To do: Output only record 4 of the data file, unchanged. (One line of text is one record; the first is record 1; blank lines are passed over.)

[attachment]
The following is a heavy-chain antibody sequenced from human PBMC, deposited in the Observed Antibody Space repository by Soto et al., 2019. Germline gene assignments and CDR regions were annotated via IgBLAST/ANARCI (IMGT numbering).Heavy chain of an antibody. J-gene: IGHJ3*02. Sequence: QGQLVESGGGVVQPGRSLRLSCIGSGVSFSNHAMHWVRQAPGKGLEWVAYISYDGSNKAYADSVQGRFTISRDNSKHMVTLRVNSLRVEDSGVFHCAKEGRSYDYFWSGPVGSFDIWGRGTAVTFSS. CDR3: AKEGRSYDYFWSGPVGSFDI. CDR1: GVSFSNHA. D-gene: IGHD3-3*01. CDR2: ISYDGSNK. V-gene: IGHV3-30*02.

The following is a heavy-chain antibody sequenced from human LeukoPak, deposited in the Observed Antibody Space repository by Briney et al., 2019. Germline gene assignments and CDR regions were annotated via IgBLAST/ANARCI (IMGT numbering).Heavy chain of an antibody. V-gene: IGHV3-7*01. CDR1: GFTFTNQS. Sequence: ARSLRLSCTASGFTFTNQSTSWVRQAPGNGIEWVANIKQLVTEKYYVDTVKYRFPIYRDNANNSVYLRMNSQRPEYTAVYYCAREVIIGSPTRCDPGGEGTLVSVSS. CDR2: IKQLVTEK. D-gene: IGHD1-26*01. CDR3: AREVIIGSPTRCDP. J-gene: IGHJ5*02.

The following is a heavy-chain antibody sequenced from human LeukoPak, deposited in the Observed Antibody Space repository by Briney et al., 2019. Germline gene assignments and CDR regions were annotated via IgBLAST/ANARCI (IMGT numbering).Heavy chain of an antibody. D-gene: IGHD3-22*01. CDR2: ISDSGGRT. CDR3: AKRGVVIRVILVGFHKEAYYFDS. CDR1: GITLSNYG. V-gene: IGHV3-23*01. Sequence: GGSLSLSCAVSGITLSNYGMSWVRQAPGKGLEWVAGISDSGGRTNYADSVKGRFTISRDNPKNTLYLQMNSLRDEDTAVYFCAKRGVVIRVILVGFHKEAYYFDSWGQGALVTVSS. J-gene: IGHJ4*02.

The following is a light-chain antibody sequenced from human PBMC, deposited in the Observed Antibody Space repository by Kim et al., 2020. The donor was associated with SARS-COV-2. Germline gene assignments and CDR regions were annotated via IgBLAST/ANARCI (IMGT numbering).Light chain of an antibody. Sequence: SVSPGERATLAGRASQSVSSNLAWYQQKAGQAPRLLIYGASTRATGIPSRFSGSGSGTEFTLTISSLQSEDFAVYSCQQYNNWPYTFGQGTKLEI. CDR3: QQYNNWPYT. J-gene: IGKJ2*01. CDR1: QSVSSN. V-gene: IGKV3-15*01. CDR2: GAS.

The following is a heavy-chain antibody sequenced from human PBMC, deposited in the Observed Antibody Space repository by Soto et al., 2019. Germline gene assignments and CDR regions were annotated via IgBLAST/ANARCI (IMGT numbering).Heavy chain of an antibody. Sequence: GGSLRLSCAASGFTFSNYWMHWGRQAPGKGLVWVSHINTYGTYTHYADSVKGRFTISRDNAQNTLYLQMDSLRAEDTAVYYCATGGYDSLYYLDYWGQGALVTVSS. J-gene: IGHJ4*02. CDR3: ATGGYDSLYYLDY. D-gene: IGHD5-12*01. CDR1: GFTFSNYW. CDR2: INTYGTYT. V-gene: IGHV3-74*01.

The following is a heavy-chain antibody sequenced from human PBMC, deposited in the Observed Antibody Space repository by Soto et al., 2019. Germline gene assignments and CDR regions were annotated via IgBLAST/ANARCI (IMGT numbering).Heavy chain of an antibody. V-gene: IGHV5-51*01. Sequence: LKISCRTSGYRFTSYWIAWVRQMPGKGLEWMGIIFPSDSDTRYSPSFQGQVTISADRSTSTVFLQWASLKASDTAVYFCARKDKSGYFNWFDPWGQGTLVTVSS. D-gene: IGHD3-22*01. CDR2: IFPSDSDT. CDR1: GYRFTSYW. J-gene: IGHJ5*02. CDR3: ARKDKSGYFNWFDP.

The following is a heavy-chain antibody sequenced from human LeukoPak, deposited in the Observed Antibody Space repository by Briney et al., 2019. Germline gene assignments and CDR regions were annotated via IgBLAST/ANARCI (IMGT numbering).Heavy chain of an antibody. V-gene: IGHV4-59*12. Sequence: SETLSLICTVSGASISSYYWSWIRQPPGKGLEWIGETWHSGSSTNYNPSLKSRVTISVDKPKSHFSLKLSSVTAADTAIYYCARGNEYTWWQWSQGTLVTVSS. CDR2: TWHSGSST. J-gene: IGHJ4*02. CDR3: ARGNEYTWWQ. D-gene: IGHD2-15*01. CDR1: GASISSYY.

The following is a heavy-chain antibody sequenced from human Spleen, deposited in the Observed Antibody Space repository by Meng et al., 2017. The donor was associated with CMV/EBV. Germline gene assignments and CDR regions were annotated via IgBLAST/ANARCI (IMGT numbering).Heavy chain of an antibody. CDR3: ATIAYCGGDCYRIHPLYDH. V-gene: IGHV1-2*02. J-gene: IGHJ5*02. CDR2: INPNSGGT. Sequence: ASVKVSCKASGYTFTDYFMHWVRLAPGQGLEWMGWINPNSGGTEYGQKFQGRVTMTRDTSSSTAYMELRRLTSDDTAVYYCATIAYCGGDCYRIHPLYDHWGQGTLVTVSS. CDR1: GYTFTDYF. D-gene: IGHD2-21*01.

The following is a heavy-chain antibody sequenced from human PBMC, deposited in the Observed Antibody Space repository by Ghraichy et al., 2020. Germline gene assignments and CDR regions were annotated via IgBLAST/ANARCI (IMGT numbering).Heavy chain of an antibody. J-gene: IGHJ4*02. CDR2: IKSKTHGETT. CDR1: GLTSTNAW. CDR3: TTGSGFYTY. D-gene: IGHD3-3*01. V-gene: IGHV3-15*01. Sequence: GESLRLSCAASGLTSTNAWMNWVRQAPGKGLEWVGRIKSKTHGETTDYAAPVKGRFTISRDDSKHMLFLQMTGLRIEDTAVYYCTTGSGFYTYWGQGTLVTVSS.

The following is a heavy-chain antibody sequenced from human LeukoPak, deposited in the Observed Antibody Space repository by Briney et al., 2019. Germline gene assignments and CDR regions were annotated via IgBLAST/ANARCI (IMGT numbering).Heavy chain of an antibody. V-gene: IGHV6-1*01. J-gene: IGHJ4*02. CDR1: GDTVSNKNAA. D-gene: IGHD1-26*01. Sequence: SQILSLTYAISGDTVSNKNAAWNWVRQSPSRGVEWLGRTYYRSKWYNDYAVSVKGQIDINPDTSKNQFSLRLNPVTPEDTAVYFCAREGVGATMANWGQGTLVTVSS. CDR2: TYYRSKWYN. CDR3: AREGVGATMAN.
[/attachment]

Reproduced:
The following is a light-chain antibody sequenced from human PBMC, deposited in the Observed Antibody Space repository by Kim et al., 2020. The donor was associated with SARS-COV-2. Germline gene assignments and CDR regions were annotated via IgBLAST/ANARCI (IMGT numbering).Light chain of an antibody. Sequence: SVSPGERATLAGRASQSVSSNLAWYQQKAGQAPRLLIYGASTRATGIPSRFSGSGSGTEFTLTISSLQSEDFAVYSCQQYNNWPYTFGQGTKLEI. CDR3: QQYNNWPYT. J-gene: IGKJ2*01. CDR1: QSVSSN. V-gene: IGKV3-15*01. CDR2: GAS.